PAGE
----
Legislation is part of House package in response to the Larry Nassar scandal
Doctors who are convicted of sexually abusing a patient under the guise of a medical procedure will automatically lose their professional license under legislation introduced by state Rep. Jeff Noble.
The bill is part of a bipartisan 17-bill reform plan developed following the House’s inquiry into the recent Larry Nassar scandal.
“State law already allows for a medical license to be discontinued for incompetence or fraud, but we need to go further by mandating that same result when a health care professional has been proven to have physically violated a patient’s trust,” said Noble, of Northville. “Larry Nassar did that to hundreds of young women and his victims are still recovering years later. When a doctor like Nassar is convicted, we need to make sure that he or she never again has the opportunity to practice medicine and prey on more patients.”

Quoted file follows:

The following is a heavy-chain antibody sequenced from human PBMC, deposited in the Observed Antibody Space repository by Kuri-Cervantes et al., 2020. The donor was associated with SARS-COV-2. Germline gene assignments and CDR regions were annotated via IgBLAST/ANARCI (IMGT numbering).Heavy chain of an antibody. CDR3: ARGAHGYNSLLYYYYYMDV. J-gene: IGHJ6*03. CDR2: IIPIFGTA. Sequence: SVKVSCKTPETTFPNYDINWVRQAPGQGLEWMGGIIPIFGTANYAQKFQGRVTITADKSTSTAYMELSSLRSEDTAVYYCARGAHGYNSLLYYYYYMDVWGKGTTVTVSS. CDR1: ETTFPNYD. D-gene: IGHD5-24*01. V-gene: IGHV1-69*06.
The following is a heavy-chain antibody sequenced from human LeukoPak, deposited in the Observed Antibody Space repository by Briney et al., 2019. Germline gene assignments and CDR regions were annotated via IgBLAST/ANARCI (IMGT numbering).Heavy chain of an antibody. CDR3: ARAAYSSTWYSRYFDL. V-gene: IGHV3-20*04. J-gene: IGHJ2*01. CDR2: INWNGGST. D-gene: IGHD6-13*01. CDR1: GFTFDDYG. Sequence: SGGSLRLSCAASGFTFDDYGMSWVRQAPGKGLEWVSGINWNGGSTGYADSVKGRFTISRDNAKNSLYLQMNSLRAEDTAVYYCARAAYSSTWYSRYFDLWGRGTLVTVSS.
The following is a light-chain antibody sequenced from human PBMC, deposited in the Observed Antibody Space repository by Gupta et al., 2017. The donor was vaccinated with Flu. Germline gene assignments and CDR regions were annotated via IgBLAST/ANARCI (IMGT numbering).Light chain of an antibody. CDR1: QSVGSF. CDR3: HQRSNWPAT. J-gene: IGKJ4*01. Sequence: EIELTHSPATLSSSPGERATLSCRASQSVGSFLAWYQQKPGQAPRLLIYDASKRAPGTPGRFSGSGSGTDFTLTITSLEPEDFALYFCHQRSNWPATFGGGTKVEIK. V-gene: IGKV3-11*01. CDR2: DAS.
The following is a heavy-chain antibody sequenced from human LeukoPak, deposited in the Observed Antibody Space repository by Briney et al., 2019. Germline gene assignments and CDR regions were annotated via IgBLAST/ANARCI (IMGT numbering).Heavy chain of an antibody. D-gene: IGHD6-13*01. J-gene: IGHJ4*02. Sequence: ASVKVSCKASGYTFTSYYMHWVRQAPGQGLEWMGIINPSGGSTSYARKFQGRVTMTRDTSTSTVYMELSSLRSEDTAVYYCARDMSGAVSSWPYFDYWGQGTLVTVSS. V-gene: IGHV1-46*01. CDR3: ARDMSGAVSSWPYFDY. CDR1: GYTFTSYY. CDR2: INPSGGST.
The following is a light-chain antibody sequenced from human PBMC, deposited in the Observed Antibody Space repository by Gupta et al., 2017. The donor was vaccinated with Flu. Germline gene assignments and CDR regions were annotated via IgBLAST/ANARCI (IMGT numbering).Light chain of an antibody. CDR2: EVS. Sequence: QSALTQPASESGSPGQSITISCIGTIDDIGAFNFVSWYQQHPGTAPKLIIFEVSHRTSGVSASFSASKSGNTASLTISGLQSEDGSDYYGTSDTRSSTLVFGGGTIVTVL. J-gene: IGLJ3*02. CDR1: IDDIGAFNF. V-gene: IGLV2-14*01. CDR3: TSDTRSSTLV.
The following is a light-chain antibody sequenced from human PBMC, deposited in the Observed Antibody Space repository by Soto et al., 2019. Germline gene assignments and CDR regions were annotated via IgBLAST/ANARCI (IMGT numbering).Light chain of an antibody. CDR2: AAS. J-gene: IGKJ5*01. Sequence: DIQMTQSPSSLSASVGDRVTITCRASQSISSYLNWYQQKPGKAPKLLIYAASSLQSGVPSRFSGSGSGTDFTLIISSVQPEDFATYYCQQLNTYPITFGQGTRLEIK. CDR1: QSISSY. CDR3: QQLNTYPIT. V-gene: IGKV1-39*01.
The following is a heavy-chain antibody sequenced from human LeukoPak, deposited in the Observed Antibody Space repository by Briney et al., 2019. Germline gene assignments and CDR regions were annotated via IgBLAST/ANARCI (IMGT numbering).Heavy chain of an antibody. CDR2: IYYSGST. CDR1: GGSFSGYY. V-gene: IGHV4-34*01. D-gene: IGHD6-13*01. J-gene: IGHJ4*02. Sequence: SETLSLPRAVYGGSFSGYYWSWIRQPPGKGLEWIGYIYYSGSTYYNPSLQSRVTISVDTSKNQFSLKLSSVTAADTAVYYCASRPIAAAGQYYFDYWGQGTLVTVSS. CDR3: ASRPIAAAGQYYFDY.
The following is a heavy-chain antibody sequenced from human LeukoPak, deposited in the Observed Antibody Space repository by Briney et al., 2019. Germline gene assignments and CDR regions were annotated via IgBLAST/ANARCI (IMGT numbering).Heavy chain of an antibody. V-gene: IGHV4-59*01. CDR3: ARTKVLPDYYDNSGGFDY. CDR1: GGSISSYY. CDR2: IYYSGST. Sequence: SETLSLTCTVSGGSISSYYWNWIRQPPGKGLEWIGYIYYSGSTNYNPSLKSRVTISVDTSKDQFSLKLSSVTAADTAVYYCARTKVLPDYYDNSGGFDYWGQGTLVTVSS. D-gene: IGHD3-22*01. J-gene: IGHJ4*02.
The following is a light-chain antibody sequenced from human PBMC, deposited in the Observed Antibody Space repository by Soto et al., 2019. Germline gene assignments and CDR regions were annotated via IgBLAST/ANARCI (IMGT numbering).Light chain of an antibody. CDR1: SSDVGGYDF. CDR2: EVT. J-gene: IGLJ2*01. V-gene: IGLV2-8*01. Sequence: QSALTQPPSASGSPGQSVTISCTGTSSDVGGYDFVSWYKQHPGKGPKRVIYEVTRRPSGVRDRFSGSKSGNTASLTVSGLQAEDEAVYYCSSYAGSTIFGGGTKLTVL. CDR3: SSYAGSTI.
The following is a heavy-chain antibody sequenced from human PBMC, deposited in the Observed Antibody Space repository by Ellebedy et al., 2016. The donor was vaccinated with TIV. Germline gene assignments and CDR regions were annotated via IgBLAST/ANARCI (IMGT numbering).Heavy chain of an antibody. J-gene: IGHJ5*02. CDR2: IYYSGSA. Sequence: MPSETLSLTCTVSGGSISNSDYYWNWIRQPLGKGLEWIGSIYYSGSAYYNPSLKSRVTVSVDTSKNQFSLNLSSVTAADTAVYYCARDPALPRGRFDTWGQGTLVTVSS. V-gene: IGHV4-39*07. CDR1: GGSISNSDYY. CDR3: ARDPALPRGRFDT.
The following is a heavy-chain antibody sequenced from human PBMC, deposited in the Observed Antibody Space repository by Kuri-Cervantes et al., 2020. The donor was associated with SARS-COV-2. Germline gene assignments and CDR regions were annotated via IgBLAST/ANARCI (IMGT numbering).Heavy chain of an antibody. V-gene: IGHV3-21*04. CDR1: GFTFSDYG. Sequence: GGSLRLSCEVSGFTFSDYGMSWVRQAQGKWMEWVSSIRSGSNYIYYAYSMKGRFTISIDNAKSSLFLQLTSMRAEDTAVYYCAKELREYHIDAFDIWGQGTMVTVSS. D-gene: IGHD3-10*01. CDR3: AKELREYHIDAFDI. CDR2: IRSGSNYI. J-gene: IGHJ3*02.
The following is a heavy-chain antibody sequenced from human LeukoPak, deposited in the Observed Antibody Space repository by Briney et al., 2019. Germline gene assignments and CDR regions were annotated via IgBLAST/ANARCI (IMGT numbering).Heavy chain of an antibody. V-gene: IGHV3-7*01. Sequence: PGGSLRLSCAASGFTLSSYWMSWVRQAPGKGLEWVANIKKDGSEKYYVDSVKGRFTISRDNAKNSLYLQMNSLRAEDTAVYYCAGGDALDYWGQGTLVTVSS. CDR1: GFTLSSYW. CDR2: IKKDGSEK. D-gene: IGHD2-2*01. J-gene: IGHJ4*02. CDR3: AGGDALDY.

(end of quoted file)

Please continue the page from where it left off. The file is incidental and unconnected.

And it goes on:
Noble’s legislation requires a conviction under partner legislation that provides enhanced criminal penalties for health care professionals who engage in sexual contact or penetration under the guise of a medical treatment. Under current law, a doctor who is convicted of such sexual misconduct does not necessarily lose his or her medical license.
House Bill 5789 has been assigned to the House Law and Justice Committee.